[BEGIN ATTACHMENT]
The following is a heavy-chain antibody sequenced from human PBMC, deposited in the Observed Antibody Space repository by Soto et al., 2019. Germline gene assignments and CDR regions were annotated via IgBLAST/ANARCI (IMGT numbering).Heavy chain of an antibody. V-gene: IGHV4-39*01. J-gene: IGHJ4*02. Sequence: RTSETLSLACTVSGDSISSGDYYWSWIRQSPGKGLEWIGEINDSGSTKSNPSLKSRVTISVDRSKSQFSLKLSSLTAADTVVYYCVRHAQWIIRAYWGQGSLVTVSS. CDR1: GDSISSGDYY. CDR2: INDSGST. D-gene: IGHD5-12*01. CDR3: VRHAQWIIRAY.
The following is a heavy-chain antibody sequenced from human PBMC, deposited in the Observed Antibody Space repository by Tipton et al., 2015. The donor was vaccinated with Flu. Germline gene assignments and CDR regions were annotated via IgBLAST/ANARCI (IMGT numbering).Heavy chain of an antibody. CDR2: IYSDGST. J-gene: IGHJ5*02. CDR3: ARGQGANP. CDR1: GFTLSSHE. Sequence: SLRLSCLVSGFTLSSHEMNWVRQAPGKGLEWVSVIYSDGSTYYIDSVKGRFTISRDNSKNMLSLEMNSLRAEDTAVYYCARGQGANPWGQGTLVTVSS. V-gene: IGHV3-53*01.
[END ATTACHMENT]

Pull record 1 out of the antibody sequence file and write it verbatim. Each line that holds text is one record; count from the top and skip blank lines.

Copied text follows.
The following is a heavy-chain antibody sequenced from human PBMC, deposited in the Observed Antibody Space repository by Soto et al., 2019. Germline gene assignments and CDR regions were annotated via IgBLAST/ANARCI (IMGT numbering).Heavy chain of an antibody. V-gene: IGHV4-39*01. J-gene: IGHJ4*02. Sequence: RTSETLSLACTVSGDSISSGDYYWSWIRQSPGKGLEWIGEINDSGSTKSNPSLKSRVTISVDRSKSQFSLKLSSLTAADTVVYYCVRHAQWIIRAYWGQGSLVTVSS. CDR1: GDSISSGDYY. CDR2: INDSGST. D-gene: IGHD5-12*01. CDR3: VRHAQWIIRAY.